The consequence is that "morality" simply becomes a matter of personal choice. The best we can do is have a morality of low-level consensus. What was obvious to previous generations is now ignored, if not condemned. The wisdom of the ages is readily discarded in the insatiable quest to be "relevant" and "modern".

Ideologues hold the position today that all moral beliefs are of equal value, and consider that it is a major function of law to protect self-identifying groups. They ignore the relationship between marriage and the welfare of children and its power to create wealth. Moral neutrality is held to be the only viable option. But nobody is morally neutral, not even the State. There will always be conflicting moral visions in any society, and the State will always be driven by one or the other.

In the past we were shaped by the Judeo-Christian belief in human dignity, man created in God's image and the rule of law. The individual virtue of each citizen gave content to the natural link between freedom and responsibility. Now, the State decides what constitutes morality and what does not.


Something completely unrelated to the election

Business, charity and celebrities have come together with a creative way to try and reduce domestic abuse against New Zealand women. The "Handle with Care" range of women's nightwear, designed by Trelise Cooper and marketed through the Ezibuy catalogue, was launched yesterday. Sportswomen, actresses, and other celebrities modelled the garments, which will raise money for "Preventing Violence in the Home."

Not only is the idea creative, it affirms the dignity and uniqueness of womanhood, while hopefully fostering a positive social outcome for vulnerable women and children. It is pleasing to see this latest initiative to help fight domestic abuse came from concerned people within civil society.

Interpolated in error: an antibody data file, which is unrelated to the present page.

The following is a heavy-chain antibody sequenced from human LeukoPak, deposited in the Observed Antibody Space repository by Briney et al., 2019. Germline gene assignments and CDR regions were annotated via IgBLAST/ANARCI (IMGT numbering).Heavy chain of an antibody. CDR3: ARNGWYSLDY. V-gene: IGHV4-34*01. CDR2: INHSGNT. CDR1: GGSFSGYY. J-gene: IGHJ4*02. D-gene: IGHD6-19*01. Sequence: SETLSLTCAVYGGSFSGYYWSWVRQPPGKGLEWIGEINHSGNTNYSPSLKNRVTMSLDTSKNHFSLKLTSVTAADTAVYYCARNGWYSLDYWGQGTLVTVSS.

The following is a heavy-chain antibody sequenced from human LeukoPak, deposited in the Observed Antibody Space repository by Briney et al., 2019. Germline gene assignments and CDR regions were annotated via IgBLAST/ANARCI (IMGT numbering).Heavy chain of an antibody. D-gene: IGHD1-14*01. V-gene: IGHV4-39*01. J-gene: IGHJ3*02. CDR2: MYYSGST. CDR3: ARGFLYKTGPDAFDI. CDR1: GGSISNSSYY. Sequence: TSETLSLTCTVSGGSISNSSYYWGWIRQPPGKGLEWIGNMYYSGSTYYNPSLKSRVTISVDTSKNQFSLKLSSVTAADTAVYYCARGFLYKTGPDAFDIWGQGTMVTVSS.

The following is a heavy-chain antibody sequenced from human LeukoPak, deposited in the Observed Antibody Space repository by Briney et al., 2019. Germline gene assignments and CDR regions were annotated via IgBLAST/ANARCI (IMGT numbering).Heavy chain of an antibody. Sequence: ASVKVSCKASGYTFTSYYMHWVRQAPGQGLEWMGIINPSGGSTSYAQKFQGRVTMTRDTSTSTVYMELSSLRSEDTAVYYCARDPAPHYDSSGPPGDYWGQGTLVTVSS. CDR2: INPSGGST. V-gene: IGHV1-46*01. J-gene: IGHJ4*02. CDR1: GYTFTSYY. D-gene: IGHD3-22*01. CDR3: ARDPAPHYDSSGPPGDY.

Test your knowledge on MMP

1. Two parties each win 30% of the party vote. Party A wins no electorate seats, Party B wins 20 electorate seats. How many seats will each party get (assuming there are 120 MPs in the House and no discarded votes)?
A B
a) 36 56
b) 36 36
c) 30 50
d) 36 46
e) 0 20
2. To enter Parliament, a party must either win at least one electorate seat, or win what percentage of the party vote?

a) 1%
b) 3%
c) 5%
d) 10%
e) 50%

3. If Party C wins 1% of the party vote, and wins 4 electorate seats, how many seats in Parliament will it get?

a) 1
b) 2
c) 3
d) 4
e) 5

4. What does MMP stand for?

a) Many Members of Parliament
b) Mixed Members of Parliament
c) Mixed Members Party
d) Mixed Member Proportional
e) Muddled, Messy Parliament

Answers:

1. B
2. C
3. D
4. D


Political Forums coming up
Whangaparaoa Monday, 29th August
Wellington Tuesday, 6th September
Central Auckland Tuesday, 6th September
Wainuiomata Thursday, 8th September
Whakatane Friday, 9th September
Cambridge Wednesday, 14th September
For more information about these and other political forums, visit www.maxim.org.nz/events

THOUGHT FOR THE WEEK - G K Chesterton

Man seems to be capable of great virtues but not of small virtues; capable of defying his torturer but not of keeping his temper.